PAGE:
My Muses for Brainstorming Startup Ideas

As today marks my first day as an Entrepreneur-in-Residence at Trinity Ventures, I'm spending a lot of time thinking about how to formalize my process for starting a new venture. Every startup goes through phases including brainstorming ideas, selecting evaluation criteria, performing due diligence on top ideas, picking a winner, deciding on a corporate structure, putting together the team, evaluating funding options, and more. While the popular press often glamorizes the startup story as an epiphany moment from an opportunistic individual that grows to a successful corporate behemoth, I prefer a much more systematic approach to entrepreneurship (and life in general, for that matter). As I begin this journey myself, I thought I'd document my new venture process along the way, share it with all of you, and hopefully hear from you on your own thoughts.

Often one of the earliest steps in forming a new venture is coming up with the idea. I won't argue that this should necessarily be the first step though, since in my previous venture Anywhere.FM we picked the team before the idea and that was the right choice for us. I also won't argue that it is necessarily the most important step, because while a startup needs a great idea, it's not without great execution that an idea can become a successful endeavor.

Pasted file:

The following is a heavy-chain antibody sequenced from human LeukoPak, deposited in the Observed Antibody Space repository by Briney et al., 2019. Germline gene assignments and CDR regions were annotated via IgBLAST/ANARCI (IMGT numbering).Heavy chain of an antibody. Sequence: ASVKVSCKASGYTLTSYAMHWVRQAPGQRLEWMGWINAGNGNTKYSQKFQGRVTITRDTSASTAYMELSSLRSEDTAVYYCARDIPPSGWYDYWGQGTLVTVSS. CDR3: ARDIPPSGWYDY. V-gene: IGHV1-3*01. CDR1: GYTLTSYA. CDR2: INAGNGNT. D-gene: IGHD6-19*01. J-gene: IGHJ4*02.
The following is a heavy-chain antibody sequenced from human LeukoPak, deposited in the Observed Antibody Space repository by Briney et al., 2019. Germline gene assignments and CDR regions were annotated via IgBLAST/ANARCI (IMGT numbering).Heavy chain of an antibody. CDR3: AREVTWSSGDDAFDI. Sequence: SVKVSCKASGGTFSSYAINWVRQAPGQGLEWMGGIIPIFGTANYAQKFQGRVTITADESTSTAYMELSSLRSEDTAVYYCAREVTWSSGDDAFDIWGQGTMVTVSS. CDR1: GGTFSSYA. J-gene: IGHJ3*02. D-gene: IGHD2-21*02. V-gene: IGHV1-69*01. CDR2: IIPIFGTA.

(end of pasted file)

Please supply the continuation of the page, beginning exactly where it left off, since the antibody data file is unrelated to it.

I'm often asked where I come up with all my ideas, as I'm typically chock-full of potential ideas percolating in my head. I have a variety of sources of inspiration that help me put together laundry lists of potential startup opportunities. Before I dive into my muses though, I think what's important to realize is that the best idea brainstorming happens outside of any specific brainstorming phase. Good idea generation is like a muscle that you are constantly flexing. It's a mindset and attitude towards the problems you face everyday and your ability to effect change. While some people are innately curious and problem solvers, I still think like any muscle, this skill is something that can exercised and improved.

I'm personally innately curious. But what has been a huge boon for me was learning to program on my first computer, an Apple IIc, when I was in middle school. I quickly learned BASIC and fell in love with the idea that I could make things. In the early days it was often games to amuse myself (which is what typically attracts many young boys to programming), but as time passed I started making more useful applications. One of the issues I had early on was quizzing myself on vocabulary words. I quickly wrote a program I called Vocabulary Master to provide me random word definitions, give me three attempts to guess the word correctly, and tell me the word if I failed to remember it. It was a very simple application, but was the foundation for my strong belief that I can solve real world problems through software. Ever since then I've constantly had a list of potential ideas. Oftentimes when something bothers me or I think that something can be improved, I add it to a list of potential projects (and I have to say that I love the fact that now I have an iPhone always in my pocket to record my ideas). It's this critical lens of looking for ways to improve what you see every day and having the attitude that you can do something about it that I think makes for a great base of idea generation.

Vocabulary Master Logo
Logo for Vocabulary Master

Beyond that, there are specific muses I've used to help jump start my creative juices:

Improving Your Work Life